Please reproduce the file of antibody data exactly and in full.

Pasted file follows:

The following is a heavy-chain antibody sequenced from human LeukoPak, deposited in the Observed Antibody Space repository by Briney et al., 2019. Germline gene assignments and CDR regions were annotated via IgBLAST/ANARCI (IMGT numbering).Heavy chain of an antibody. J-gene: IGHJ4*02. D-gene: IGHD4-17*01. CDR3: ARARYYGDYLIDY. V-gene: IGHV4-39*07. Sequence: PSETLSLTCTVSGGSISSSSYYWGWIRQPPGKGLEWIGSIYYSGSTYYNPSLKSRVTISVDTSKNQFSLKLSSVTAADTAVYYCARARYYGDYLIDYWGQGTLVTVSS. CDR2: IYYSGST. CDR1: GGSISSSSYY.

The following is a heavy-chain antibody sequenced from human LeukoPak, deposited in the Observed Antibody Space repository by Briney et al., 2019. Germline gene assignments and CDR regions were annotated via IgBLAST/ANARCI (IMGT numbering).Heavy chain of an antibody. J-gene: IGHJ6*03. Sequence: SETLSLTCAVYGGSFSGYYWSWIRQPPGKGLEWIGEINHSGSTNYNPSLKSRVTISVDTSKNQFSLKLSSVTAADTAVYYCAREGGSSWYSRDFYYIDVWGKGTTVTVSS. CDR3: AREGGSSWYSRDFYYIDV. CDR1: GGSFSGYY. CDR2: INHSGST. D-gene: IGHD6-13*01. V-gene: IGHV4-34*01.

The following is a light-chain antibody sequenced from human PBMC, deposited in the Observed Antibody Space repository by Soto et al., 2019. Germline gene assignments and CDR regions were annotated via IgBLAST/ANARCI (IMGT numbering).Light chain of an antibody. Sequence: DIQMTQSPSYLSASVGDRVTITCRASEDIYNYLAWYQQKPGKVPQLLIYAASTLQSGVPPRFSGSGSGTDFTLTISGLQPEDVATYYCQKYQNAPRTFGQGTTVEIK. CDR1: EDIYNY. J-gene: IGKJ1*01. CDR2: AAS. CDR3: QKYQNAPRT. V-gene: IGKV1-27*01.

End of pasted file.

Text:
The following is a heavy-chain antibody sequenced from human LeukoPak, deposited in the Observed Antibody Space repository by Briney et al., 2019. Germline gene assignments and CDR regions were annotated via IgBLAST/ANARCI (IMGT numbering).Heavy chain of an antibody. J-gene: IGHJ4*02. D-gene: IGHD4-17*01. CDR3: ARARYYGDYLIDY. V-gene: IGHV4-39*07. Sequence: PSETLSLTCTVSGGSISSSSYYWGWIRQPPGKGLEWIGSIYYSGSTYYNPSLKSRVTISVDTSKNQFSLKLSSVTAADTAVYYCARARYYGDYLIDYWGQGTLVTVSS. CDR2: IYYSGST. CDR1: GGSISSSSYY.

The following is a heavy-chain antibody sequenced from human LeukoPak, deposited in the Observed Antibody Space repository by Briney et al., 2019. Germline gene assignments and CDR regions were annotated via IgBLAST/ANARCI (IMGT numbering).Heavy chain of an antibody. J-gene: IGHJ6*03. Sequence: SETLSLTCAVYGGSFSGYYWSWIRQPPGKGLEWIGEINHSGSTNYNPSLKSRVTISVDTSKNQFSLKLSSVTAADTAVYYCAREGGSSWYSRDFYYIDVWGKGTTVTVSS. CDR3: AREGGSSWYSRDFYYIDV. CDR1: GGSFSGYY. CDR2: INHSGST. D-gene: IGHD6-13*01. V-gene: IGHV4-34*01.

The following is a light-chain antibody sequenced from human PBMC, deposited in the Observed Antibody Space repository by Soto et al., 2019. Germline gene assignments and CDR regions were annotated via IgBLAST/ANARCI (IMGT numbering).Light chain of an antibody. Sequence: DIQMTQSPSYLSASVGDRVTITCRASEDIYNYLAWYQQKPGKVPQLLIYAASTLQSGVPPRFSGSGSGTDFTLTISGLQPEDVATYYCQKYQNAPRTFGQGTTVEIK. CDR1: EDIYNY. J-gene: IGKJ1*01. CDR2: AAS. CDR3: QKYQNAPRT. V-gene: IGKV1-27*01.